The text on Norris's cartoon, a poster calling for a national "Everybody Draw Mohammed Day" on May 20, reads: "Will the REAL likeness of the prophet Mohammed please stand up?!"

Clever girl, but perhaps too clever?

Her idea, which Norris insists was intended only to serve as a stand-alone cartoon — not a movement! — has spawned a Facebook page that boasted more than 8,500 members by Tuesday afternoon. Apparently, lots and lots of people want to see this thing through.

Not Norris, who was merely trying to express solidarity with Trey Parker and Matt Stone, the "South Park" creators threatened by a radical Muslim group (or 12 guys and a Web site) offended by a recent episode not depicting Muhammad. Actually, the cartoon Muhammad was wearing a bear costume.

Horrors. (One can't even muster the requisite outrage to install exclamation points.) But seriously?


One Abu Talhah Al-Amrikee (a.k.a. Zachary Chesser of Virginia) posted a warning on the Revolution Muslim Web site suggesting that Parker and Stone might wind up the way murdered filmmaker Theo van Gogh did. Van Gogh's offense was making a film about Islam's abuse of women.

Letter from JWR publisher

In response to the threat, the bosses at Comedy Central knelt before the altar of — no joke — political correctness and censored a subsequent episode, bleeping all mentions of Muhammad, as well as a short segment about fear and censorship.

Who could have guessed that the clash of civilizations would be fought by cartoon characters?

Enter Norris, who had the simple idea that this was silliness and deserved further poking. And then things really got out of control. Norris wants out and has begun to distance herself from the fray, which has taken on a life of its own.

A cartoon on Norris's Web site shows her wearing a peace-sign T-shirt, seated at her drawing board in a swirl of balloon thoughts: "I am a cartoonist. I never 'launched' a day to draw Mohammed." "Good thing I am married to a SUMO WRESTLER!" "This was always about the freedom to draw what we want in the U.S.A." And perhaps most to the point:

"I have hit some kind of gigantic nerve."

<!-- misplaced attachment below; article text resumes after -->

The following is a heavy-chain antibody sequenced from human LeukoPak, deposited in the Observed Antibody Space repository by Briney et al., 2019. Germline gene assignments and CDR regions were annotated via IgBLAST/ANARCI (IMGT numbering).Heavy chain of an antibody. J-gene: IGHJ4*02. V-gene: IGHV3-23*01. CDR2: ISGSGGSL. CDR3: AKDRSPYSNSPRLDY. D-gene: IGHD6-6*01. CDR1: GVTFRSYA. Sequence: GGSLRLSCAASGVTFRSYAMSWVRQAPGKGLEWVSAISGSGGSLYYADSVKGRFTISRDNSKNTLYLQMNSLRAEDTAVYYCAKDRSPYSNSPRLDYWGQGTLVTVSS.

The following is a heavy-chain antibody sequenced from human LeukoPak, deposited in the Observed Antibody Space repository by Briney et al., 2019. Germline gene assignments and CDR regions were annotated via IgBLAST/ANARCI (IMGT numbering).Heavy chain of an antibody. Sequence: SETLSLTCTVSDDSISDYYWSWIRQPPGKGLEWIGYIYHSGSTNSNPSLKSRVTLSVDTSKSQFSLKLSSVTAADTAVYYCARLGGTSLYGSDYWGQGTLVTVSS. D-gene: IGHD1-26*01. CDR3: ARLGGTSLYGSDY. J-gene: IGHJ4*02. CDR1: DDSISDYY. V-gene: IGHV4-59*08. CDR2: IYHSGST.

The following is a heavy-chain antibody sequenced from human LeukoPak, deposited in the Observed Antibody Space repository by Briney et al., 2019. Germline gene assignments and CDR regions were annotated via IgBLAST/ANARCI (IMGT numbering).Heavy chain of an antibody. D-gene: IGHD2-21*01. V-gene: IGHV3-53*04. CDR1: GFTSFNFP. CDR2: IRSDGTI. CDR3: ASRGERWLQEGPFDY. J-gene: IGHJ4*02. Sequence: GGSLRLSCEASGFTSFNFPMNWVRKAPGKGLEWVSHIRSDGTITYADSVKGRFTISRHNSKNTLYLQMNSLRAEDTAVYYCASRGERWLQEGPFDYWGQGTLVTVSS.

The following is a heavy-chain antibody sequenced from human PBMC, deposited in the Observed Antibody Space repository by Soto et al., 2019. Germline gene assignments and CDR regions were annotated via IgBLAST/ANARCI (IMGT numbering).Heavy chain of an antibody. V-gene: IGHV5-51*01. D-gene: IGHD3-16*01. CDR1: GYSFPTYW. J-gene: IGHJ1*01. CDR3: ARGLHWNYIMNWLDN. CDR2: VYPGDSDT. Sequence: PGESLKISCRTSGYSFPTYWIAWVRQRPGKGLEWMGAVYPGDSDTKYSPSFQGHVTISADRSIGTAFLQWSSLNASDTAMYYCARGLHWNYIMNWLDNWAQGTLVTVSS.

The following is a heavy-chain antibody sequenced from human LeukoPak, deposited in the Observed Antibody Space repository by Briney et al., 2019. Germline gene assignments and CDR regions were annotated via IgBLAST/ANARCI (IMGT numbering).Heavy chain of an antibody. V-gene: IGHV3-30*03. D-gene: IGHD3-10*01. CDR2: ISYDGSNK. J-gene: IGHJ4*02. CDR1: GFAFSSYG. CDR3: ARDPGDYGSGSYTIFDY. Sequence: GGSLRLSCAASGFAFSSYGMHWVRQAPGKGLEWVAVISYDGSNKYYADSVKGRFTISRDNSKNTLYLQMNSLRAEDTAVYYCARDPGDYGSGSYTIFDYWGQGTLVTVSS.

Indeed you have, Ms. Molly. But there's a reason you hit a nerve, and it bears further discussion. Gigantic nerves are repositories of truth. Once you've tapped one, exploding electric currents ricochet across the landscape of the human psyche. A light goes on in a Seattle studio, and suddenly the nation is illuminated by a bright idea.

The truth is that Americans love their free speech and have had enough of those who think they can dictate the limits of that fundamental right. Americans also love humor and the irreverence that underpins the joke.

You might say irreverence is our national religion. It keeps us from taking ourselves too seriously and from killing one another over differences of opinion. Cartoons get under our skin in special ways, driving past our defenses and aiming right for the heart of our self-importance. That's why we respond so emotionally.

Barring the occasional offensive punch line, humor is a mostly pleasant test of our allegiance to founding principles. Think of it this way: The degree to which one can tolerate ribbing about one's most deeply held convictions is the degree to which a society can remain free. We honor that notion through our laws and our sense of humor. We may not all laugh at the same things, but most understand that it ain't personal.

Norris's cartoon was a fine idea, but she should be relieved of further duty or responsibility. As for the rest of you characters: Draw to any heart's discontent. It's a free country.

For now.